# Updating a hypothesis on multiple partitions of uncertain evidence

I want to forecast $$P(A)$$ where $$A$$ is a messy real-world event, for which I have no analytical expression or statistical model.

Assume, however, that for $$b$$ events $$B_i$$ I have forecasts for $$P(B_i)$$ and estimates for $$P(A|B_i)$$ and $$P(A|\neg B_i)$$. For each event I can use Jeffrey's rule to get: $$\begin{equation} P_i(A)=P(A|B_i)*P(B_i)+P(A|\neg B_i)*(1-P(B_i)) \end{equation}$$ (See e.g. Diaconis & Zabell, 1983.)

However, this will give $$b$$ different estimates $$P_i(A)$$.

Is there any way to combine all the information I have to get a single estimate $$P(A)$$?

The $$B_i$$ are not assumed to be either mutually exclusive or jointly exhaustive.

If there is not a straightforward theoretical way like the Jeffrey's rule, I would appreciate reasonably motivated practical heuristics. My use case is getting a good practical estimate, not to prove anything.

• I think that the "Jeffrey's rule" might be otherwise known as the "law of total probability" – NofP Oct 22 '18 at 22:51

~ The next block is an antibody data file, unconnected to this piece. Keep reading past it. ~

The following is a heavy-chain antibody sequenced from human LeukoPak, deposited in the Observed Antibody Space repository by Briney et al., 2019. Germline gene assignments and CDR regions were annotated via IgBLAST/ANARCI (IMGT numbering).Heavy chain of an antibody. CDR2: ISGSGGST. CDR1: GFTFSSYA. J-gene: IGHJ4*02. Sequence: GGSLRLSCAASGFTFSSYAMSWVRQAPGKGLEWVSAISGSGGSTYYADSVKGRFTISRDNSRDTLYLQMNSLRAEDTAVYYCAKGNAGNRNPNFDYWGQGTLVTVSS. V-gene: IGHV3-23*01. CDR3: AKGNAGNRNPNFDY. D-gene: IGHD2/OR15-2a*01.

• I'm assuming that the $b$ events $B_i$ are a complete disjoint set of events, i.e. that $\sum_i P(B_i) = 1$? – jwimberley Oct 23 '18 at 12:07
• @jwimberley no, they are not. For each single $B_i$ you can take its complement, but nothing beyond that. – Jacob Lagerros Oct 23 '18 at 15:59

You can use the $$B_i$$ to construct a partition, but I'm not sure how useful this is as it might be difficult to estimate the probabilities of the relevant events: $$¬(B_1\cup B_2\dots\cup B_b),\ B_1\cap¬(B_2\cup\dots\cup B_b), \ B_2\cap¬(B_1\cup B_3\cup\dots\cup B_b),\ \dots \ , \ B_b\cap¬(B_1\cup B_2\cup\dots\cup B_{b-1}), \ B_1\cap B_2\cap ¬(B_3\cup\dots\cup B_b),\ \dots \ , \ B_1\cap B_2\cap\dots\cap B_b$$
Then you can apply the law of total probability to get a single estimate of $$P(A)$$.
• That's progress, but still not very practically useful as it requires estimating $>2^b$ quantities if we're not assuming independence. – Jacob Lagerros Oct 23 '18 at 16:52